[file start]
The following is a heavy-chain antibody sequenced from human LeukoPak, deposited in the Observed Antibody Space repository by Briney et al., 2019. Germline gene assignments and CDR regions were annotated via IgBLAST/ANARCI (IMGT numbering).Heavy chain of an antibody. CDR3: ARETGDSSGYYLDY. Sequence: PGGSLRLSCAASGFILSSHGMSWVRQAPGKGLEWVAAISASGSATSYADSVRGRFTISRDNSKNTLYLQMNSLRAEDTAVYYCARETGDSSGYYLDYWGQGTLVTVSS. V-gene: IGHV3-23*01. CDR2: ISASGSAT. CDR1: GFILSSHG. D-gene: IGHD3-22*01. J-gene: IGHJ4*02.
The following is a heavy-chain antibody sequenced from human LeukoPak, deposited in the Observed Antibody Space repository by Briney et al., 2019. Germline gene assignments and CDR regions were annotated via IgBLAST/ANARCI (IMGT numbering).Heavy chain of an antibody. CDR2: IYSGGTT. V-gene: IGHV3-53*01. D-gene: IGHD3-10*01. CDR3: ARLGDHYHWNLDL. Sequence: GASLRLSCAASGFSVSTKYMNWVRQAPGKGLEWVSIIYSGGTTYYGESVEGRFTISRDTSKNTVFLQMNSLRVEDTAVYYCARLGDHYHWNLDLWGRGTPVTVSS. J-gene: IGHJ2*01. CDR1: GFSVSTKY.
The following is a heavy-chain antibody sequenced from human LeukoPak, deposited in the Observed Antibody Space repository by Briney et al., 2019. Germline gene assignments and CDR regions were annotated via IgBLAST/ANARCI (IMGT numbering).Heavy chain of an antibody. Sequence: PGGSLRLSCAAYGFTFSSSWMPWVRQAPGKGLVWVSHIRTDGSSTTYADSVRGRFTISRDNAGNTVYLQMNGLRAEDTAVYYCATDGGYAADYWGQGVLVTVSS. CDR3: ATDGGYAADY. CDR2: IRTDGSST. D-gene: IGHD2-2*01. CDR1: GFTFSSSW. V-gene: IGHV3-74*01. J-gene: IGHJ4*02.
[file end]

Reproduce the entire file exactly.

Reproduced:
The following is a heavy-chain antibody sequenced from human LeukoPak, deposited in the Observed Antibody Space repository by Briney et al., 2019. Germline gene assignments and CDR regions were annotated via IgBLAST/ANARCI (IMGT numbering).Heavy chain of an antibody. CDR3: ARETGDSSGYYLDY. Sequence: PGGSLRLSCAASGFILSSHGMSWVRQAPGKGLEWVAAISASGSATSYADSVRGRFTISRDNSKNTLYLQMNSLRAEDTAVYYCARETGDSSGYYLDYWGQGTLVTVSS. V-gene: IGHV3-23*01. CDR2: ISASGSAT. CDR1: GFILSSHG. D-gene: IGHD3-22*01. J-gene: IGHJ4*02.
The following is a heavy-chain antibody sequenced from human LeukoPak, deposited in the Observed Antibody Space repository by Briney et al., 2019. Germline gene assignments and CDR regions were annotated via IgBLAST/ANARCI (IMGT numbering).Heavy chain of an antibody. CDR2: IYSGGTT. V-gene: IGHV3-53*01. D-gene: IGHD3-10*01. CDR3: ARLGDHYHWNLDL. Sequence: GASLRLSCAASGFSVSTKYMNWVRQAPGKGLEWVSIIYSGGTTYYGESVEGRFTISRDTSKNTVFLQMNSLRVEDTAVYYCARLGDHYHWNLDLWGRGTPVTVSS. J-gene: IGHJ2*01. CDR1: GFSVSTKY.
The following is a heavy-chain antibody sequenced from human LeukoPak, deposited in the Observed Antibody Space repository by Briney et al., 2019. Germline gene assignments and CDR regions were annotated via IgBLAST/ANARCI (IMGT numbering).Heavy chain of an antibody. Sequence: PGGSLRLSCAAYGFTFSSSWMPWVRQAPGKGLVWVSHIRTDGSSTTYADSVRGRFTISRDNAGNTVYLQMNGLRAEDTAVYYCATDGGYAADYWGQGVLVTVSS. CDR3: ATDGGYAADY. CDR2: IRTDGSST. D-gene: IGHD2-2*01. CDR1: GFTFSSSW. V-gene: IGHV3-74*01. J-gene: IGHJ4*02.